Nevada ranks near the bottom in per pupil spending on education and spends less per capita on Medicaid than any other state. If these two areas don’t concern you, take a look at where Nevada ranks in high school dropout rates, teenage pregnancy, and children living in poverty (a non-sequitor, the conclusion does not follow from the premise). Ladies and gentlemen of the Legislature, I refuse to balance this on the backs of our children, senior citizens, and the poor. (Cliché thinking)

During the last two Legislative Sessions, you voted to create and improve the Senior Rx program… I am asking you for $5 million to expand and enhance this wonderful, life saving program. (Begging the question, no proof)

Another major priority of mine is the creation of a new mental health hospital in Southern Nevada. (Simple assertion of need)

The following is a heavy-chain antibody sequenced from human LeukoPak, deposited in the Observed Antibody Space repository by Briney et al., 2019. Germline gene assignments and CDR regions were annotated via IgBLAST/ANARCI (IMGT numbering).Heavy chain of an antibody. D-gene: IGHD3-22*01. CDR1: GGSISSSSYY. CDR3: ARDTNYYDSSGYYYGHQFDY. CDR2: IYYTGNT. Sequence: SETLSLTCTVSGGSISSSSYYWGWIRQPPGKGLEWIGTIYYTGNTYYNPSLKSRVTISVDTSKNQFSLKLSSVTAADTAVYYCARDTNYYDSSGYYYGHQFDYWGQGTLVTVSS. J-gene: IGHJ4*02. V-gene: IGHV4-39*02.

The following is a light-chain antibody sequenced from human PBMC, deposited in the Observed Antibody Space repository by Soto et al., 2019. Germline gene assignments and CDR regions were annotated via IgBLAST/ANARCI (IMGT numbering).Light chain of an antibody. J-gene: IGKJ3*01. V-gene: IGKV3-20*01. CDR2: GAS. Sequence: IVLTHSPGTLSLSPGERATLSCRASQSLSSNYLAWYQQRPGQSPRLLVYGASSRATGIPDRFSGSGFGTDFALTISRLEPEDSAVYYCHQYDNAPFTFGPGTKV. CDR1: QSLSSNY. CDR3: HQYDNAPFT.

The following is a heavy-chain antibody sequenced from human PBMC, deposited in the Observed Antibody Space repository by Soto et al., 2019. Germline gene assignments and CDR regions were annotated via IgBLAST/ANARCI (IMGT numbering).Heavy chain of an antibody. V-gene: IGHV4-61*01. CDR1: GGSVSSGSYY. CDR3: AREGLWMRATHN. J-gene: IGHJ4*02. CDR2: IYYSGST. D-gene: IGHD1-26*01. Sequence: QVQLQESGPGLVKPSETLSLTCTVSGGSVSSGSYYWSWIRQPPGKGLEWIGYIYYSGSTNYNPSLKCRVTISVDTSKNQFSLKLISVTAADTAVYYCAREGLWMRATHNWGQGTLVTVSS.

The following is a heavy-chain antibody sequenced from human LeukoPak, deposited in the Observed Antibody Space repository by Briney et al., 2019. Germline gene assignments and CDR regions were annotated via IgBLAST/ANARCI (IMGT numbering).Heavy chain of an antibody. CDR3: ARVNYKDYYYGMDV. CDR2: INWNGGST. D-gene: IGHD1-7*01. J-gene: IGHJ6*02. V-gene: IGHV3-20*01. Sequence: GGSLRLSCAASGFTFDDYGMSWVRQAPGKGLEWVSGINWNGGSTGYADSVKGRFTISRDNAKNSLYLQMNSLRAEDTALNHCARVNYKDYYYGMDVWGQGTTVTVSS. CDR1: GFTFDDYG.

Moreover, I will not cut programs as Nevada Check-Up. Cutting a program whose sole purpose is to give health care to 25,000 needy children is wrong. No, it is not wrong; it is heartless (Hearts and flowers fallacy, playing on audience sympathy).

Guinn’s logic is faulty. As evidenced in his speech, he rarely if ever presents a fallacy-free thought. Further, he speaks of increasing expenditures above the current baseline. Contrast this with the statement I quoted earlier from the task force that concluded the current revenue mix will not support “levels of services that it provides today”. As others have noted, it is pure folly to increase expenditures when one cannot meet current obligations. In essence the governor has created a massive circular argument, again fallacious, that says we need tax increases due to the growing needs of the State (as defined by Guinn). Why are the needs of the State increasing? Needs are growing because Guinn has identified social welfare programs that require funding. Hence we need a tax increase. This line of thought goes on ad infinitum.